Mix on low speed until the bowl feels cool to the touch. Increase the speed to medium-high and gradually add the butter, beating until thoroughly incorporated. Scape down the bowl and beat on high speed until the mixture is fluffy.

ASSEMBLE THE CAKE

Place one cake layer on a serving platter. Spread 1/4 cup of the caramel over the top. Let the caramel soak into the cake, then spread 3/4 cup of the ganache frosting over the caramel. Sprinkle 1 teaspoon of the fleur de sel over the frosting, then top with e second cake layer. Spread with caramel frosting and sprinkle with 1 teaspoon of the fleur de sel. Then top with the third layer. Spread with caramel. Crumb coat the cake and put the cake in the refrigerator for 15 minutes to firm up the frosting. Frost the sides and top with the remaining frosting. Garnish with a sprinkle of fleur de sel.

This cake will keep beautifully in a cake saver at room temperature (cool and humidity free) for up to 3 days. If your room is not cool, place the cake in a cake saver and refrigerate for up to 3 days. Remove the cake from the refrigerator and let it sit at room temperature for at least 3 hours before serving.


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Meringue Coffee Cake

“A gorgeous brioche-like dough is rolled jellyroll style around a whipped meringue and whatever filling you choose, shaped into a wreath and baked.”
(Jamie of Life’s a Feast and Ria of Ria’s Collection)

Now, how could I resist a daring challenge like that!
I joined The Daring Kitchen a couple of months ago! The first challenge came and went. To be honest, I felt overwhelmed!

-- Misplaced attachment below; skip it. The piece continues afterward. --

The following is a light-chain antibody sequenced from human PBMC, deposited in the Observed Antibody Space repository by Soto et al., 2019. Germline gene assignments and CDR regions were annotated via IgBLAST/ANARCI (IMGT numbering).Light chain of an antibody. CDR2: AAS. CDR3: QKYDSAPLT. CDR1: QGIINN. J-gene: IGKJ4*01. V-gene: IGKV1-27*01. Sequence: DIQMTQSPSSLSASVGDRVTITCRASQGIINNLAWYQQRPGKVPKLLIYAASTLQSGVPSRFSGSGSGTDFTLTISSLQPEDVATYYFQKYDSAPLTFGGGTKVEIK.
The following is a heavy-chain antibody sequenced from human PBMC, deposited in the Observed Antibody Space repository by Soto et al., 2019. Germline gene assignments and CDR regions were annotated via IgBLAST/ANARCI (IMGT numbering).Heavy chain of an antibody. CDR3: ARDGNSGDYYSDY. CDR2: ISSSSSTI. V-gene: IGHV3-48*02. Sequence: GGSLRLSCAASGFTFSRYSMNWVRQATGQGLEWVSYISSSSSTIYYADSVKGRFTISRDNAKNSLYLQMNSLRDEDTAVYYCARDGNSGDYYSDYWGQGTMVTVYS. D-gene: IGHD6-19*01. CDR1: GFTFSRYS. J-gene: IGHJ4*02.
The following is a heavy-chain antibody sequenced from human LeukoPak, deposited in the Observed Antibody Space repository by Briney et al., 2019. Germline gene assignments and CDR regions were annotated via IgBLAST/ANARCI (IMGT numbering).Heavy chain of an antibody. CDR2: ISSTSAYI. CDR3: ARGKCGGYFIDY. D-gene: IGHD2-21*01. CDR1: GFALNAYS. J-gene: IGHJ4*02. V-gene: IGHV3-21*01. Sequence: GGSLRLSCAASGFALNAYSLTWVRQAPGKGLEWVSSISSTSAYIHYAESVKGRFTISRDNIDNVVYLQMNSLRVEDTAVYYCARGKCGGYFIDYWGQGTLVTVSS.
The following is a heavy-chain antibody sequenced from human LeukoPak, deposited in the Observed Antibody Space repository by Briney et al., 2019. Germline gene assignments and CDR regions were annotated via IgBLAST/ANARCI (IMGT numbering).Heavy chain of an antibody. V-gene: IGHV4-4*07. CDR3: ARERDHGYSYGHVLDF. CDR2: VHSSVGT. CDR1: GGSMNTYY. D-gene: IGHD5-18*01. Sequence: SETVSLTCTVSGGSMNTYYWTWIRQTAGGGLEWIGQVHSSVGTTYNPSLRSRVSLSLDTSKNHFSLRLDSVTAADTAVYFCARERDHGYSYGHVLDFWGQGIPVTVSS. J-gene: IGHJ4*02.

The next challenge was announced and hosted by Jamie of Life’s a Feast and Ria of Ria’s Collection.
After reading the above description and the clearly written recipe, I started to feel my confidence build.
I felt myself rising to the challenge! I wanted to make this cake.
I decided on Jamie’s All-American version with cinnamon, chocolate chips and walnuts (which I substituted for pecans).

I made the dough and rolled it out…

I love, love, love meringue…

I ate just enough to make myself sick and spread the rest over the rolled out dough…

I then sprinkled my chopped walnuts, chocolate chips and cinnamon…

And rolled it up, jelly roll style!
(The ingredients made 2 cakes, I halved everything but the filling! So I had one cake with twice the filling!
It went well, however the excess meringue made the ends wet and hard to join when I formed a circle.
But to be honest, I didn’t care! I liked the look of my raw product!)

There was a bit of spill over from my filling but I was happy to eat it! It was oh so good!

Then after an hour’s rest, I baked my Meringue Coffee Cake!

And dusted it with sugar…

I couldn’t wait to have a bite… or two… Absolutely Delicious!